Today's Object of the Week is a 160-year-old drinking fountain - and 'drinking' is the reason it was built.

An ancient fountain which stands in a Darlington park owes its origins to the temperance movement, which believed in abstinence from alcoholic drink.

The inaugural meeting of the Darlington branch of the Total Abstinence Society was held above a watchmaker's shop on High Row in August 1835 and John Fothergill, a local doctor was elected its first president - a position he held for 23 years until his death.

Read more: The incredible story behind the ship left abandoned on the banks of the River Wear

Dr Fothergill came from an eminent family of Wensleydale Quaker medicine men. He was born at Semerwater, near Bainbridge, in 1785 and came to Darlington in about 1825.

He was passionately against American slavery, but abstention from alcohol was his favourite cause.

In those days, though, it was an unpopular cause - the brewing industry was very powerful, the medical profession believed drink to be an effective treatment and the temperance movement itself was full of factions.

Yet it caught on. In Darlington alone there was the Temperance Choral Union, the Temperance Debating Society, the Women's Temperance Association and the Juvenile Temperance Society. At the beginning of the 20th Century, the movement opened an institution and a hall, still standing, in Gladstone Street.

President Fothergill was much admired for his persistent battling, and when he died it was agreed that a water fountain should be erected in his memory - especially as he frequently prescribed a long drink of cold, fresh water for his patients.

In 1860, the society asked the Board of Health for permission to build a fountain in Prospect Place - but permission was denied on the grounds that it would be a traffic hazard.

The society held a competition to design a fountain. The top prize was two guineas, and it was scooped by a 17-year-old called Septimus Hird.

Sadly, poor Septimus was soon dead. On July 1, 1861, he drowned while bathing in the sea at Redcar. A large obelisk was raised over his resting place in West Cemetery.

Septimus' boss, John Ross, modified the fountain and it was ready for opening on June 10, 1862.

Led by Dr Fothergill's successor as president, William Thompson, and the Darlington Sax Horn Band, the abstainers paraded from the Mechanics Institute, in Skinnergate, along Blackwellgate and High Row and up Bondgate to the fountain.

The Northern Echo: A plaque on the fountain, not much worn, explaining its originA plaque on the fountain, not much worn, explaining its origin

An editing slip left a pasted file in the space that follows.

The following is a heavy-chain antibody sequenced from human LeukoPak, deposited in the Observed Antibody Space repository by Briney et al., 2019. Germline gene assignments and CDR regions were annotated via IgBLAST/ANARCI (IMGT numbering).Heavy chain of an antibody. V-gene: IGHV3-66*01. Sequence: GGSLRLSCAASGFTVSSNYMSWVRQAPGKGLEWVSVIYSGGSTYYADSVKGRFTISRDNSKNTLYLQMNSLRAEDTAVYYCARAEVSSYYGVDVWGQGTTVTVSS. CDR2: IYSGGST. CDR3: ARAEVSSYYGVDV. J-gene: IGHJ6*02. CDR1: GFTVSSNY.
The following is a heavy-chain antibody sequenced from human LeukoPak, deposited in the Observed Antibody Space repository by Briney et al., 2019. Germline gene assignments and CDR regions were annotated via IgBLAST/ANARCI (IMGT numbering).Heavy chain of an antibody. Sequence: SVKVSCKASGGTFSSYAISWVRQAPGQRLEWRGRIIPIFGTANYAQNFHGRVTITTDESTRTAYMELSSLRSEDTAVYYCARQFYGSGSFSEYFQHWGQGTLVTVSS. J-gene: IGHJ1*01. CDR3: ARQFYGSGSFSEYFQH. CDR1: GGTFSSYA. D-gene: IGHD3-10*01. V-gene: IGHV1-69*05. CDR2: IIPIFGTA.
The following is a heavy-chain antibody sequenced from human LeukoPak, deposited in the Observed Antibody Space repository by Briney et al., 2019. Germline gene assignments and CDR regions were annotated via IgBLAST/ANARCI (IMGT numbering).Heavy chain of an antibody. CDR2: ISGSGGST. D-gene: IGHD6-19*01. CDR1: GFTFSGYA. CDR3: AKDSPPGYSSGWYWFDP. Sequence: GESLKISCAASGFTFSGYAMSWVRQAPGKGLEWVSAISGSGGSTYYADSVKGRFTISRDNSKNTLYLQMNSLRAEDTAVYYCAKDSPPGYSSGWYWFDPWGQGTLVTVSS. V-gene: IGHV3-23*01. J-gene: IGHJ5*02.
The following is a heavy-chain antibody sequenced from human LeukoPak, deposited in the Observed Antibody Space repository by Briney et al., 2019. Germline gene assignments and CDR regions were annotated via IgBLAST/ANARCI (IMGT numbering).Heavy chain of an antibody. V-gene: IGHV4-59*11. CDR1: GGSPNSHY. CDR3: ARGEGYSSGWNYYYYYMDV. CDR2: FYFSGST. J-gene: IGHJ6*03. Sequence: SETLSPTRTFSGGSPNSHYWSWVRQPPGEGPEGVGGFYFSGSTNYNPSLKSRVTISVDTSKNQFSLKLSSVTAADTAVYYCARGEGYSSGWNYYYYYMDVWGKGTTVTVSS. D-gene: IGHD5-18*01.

There Mr Thompson, whose bankruptcy in the late 1870s allowed Darlington to acquire a vast chunk of South Park very cheaply, ceremonially drank the first glass of water from the fountain.

The ceremony was held in a deluge - in fact, it was so wet that everyone had to come back the following day to have their picture taken when there was still a huge puddle in front of the fountain.

The Northern Echo: The opening of the Fothergill Fountain in Bondgate in 1862. Opening day was June 10, but because it was so grey and wet, the picture was taken on June 11The opening of the Fothergill Fountain in Bondgate in 1862. Opening day was June 10, but because it was so grey and wet, the picture was taken on June 11

There were many speeches praising temperance, but perhaps not everybody agreed with the sentiments.

A report of the opening in the Darlington and Stockton Times noted the condition of painter Jack Watson, who was causing "some slight annoyance" in the crown.

"He was 'three sheets in the wind', and seemed to delight in interrupting the speakers, by a sort of running commentary upon their remarks, never, however, in any degree coinciding, but with a heavy hiccup venting his dissatisfaction with the site, the character of the monument, with the temperance fraternity generally, and apparently nobody in particular," reported the newspaper.

The fountain, however, proved a nuisance as it spewed out water, leading to a raised walkway being built across Bondgate so people didn't sink ankle-deep in mud

In 1875, the fountain was moved out of the way to South Park with Mr Ross - Septimus' boss - paying for the alterations.

The Northern Echo: The fountain in its present position in South ParkThe fountain in its present position in South Park

Initially, it stood on the south-west corner of the terrace in the shadow of the giant sequoia trees. However, in 1926 when the Parkside entrance was built, it was moved to beside the aviaries.

In recent years it was moved back to its initial position by the Parkside entrance, as part of a £4m refurbishment of South Park.

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